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The first trailer for 'Little Women' is here, starring Saoirse Ronan and Meryl Streep

  • August 14, 2019


Director Greta Gerwig takes on “Little Women,” the coming of age story of the four March sisters in the aftermath of the American Civil War.

The trailer for “Little Women” is finally here.

And Jo is taking center stage.

“Women have minds and they have souls, as well as just hearts,” main heroine Jo, played by Saoirse Ronan, says with passion in the trailer. “And they’ve got ambition, and they’ve got talent, as well as just beauty. I’m so sick of people saying that love is just all a woman is fit for, I’m so sick of it!”

Director Greta Gerwig’s take on Louisa May Alcott’s classic tale, which reunites her with Ronan, her “Lady Bird” leading lady, rounds out the March sisters with Emma Watson as Meg, Florence Pugh as Amy, and Eliza Scanlen as Beth.

Laura Dern stars as Marmee and Meryl Streep plays the sisters’ forbidding, rich Aunt March.

The film also serves up a smoldering reunion between Ronan and her “Lady Bird” co-star Timothée Chalamet. He stars as Laurie, Jo’s best friend and closest confidant.

“We wanted (the film) to feel light on its feet,” Gerwig told People Tuesday. “And even though it does take place in the 19th century, we in no way wanted it to feel like it was something that was past. We wanted it to feel like it was present right now.”

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Laurie is the literal boy next door who develops an “intense friendship” with Jo. Don’t get too excited, people, their characters’ friendship never becomes romantic, despite Laurie’s marriage proposal. His proposal is denied, a twist on what took place when Chalamet played boyfriend Kyle Scheible in “Lady Bird.”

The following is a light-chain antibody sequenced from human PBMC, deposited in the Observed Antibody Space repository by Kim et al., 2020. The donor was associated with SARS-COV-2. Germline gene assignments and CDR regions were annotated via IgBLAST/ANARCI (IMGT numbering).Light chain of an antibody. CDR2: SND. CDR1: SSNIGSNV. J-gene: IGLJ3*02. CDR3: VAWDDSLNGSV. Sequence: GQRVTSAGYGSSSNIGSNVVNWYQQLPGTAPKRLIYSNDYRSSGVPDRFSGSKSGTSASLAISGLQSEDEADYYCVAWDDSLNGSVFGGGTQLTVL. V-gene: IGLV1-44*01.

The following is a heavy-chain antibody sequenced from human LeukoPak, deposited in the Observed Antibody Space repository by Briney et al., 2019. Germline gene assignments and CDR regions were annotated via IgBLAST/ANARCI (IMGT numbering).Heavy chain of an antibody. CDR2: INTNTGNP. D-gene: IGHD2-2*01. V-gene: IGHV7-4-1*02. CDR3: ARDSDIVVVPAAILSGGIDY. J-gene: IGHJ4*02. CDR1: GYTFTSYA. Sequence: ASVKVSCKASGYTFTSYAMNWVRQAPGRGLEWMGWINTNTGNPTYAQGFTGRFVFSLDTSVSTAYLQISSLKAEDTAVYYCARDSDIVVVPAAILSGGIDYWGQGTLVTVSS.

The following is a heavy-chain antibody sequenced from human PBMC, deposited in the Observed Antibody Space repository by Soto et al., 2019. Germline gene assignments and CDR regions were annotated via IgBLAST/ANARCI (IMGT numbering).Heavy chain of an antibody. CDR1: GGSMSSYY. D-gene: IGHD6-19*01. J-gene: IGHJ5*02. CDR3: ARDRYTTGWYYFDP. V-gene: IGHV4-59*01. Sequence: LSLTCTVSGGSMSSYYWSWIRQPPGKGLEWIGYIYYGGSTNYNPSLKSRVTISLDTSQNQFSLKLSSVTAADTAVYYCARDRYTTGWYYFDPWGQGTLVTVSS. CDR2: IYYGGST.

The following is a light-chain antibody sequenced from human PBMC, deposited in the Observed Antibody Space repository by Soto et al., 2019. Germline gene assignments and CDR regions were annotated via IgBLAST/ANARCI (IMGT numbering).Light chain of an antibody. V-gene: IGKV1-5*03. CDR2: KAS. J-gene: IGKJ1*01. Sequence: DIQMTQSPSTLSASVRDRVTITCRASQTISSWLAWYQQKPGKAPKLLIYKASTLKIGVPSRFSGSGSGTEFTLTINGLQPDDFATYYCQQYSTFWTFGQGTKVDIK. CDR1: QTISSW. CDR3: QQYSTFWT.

“I loved that in ‘Lady Bird,’ (Chalamet) was the one that broke my heart, but I got to break his heart in ‘Little Women,’ ” Ronan previously told Vanity Fair.

Don’t expect a period piece with these characters, despite the frocks.

“They were just people. They were not in a period piece, they were just living,” Gerwig told Vanity Fair. “They were the most modern people who had ever existed, up till that point.”

“Little Women” hits theaters Dec. 25.


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We’re more than halfway through 2019, and as we look back on the year in books and literature, one thing is immediately evident: There’s no shortage of good things to read. Whether you’re a fan of literary fiction, meaningful YA, charming rom-coms or thought-provoking nonfiction, we’ve got a title for you. Here are USA TODAY’s best-reviewed books of the year so far, starting with “The Lager Queen of Minnesota,” by J. Ryan Stradal (star ratings are out of four stars) · ★★★★ · “This hopped-up story will make your smile with its droll humor, and its poignant moments will stop you to reread and confirm that they are really that good. In beer-geek slang, Stradal’s novel is ‘crushable’ – easygoing, well-balanced, super-drinkable with tons of flavor … and will make you go back for more.” Read the review. Pamela Dorman Books

  • The Lager Queen of Minnesota, by J. Ryan Stradal.1 of 19
  • Crisis in the Red Zone, by Richard Preston.2 of 19
  • The Nickel Boys, by Colson Whitehead.3 of 19
  • The Chain, by Adrian McKinty.4 of 19
  • On Earth We're Briefly Gorgeous, by Ocean Vuong.5 of 19
  • Fleishman Is in Trouble, by Taffy Brodesser-Akner.6 of 19
  • City of Girls, by Elizabeth Gilbert.7 of 19
  • The Ice at the End of the World, by Jon Gertner.8 of 19
  • Flatshare, by Beth OLeary.9 of 19
  • Patron Saints of Nothing, by Randy Ribay.10 of 19
  • Disappearing Earth, by Julia Phillips.11 of 19
  • Upheaval: Turning Points for Nations in Crisis, by Jared Diamond.12 of 19
  • Women Talking, by Miriam Toews.13 of 19
  • Trust Exercise, by Susan Choi.14 of 19
  • The Matriarch15 of 19
  • Save Me From Dangerous Men16 of 19
  • On the Come Up, by Angie Thomas17 of 19
  • Daughter of Moloka'i, by Alan Brennert18 of 19
  • The Night Tiger, by Yangsze Choo19 of 19

Contributing: Andrea Mandell

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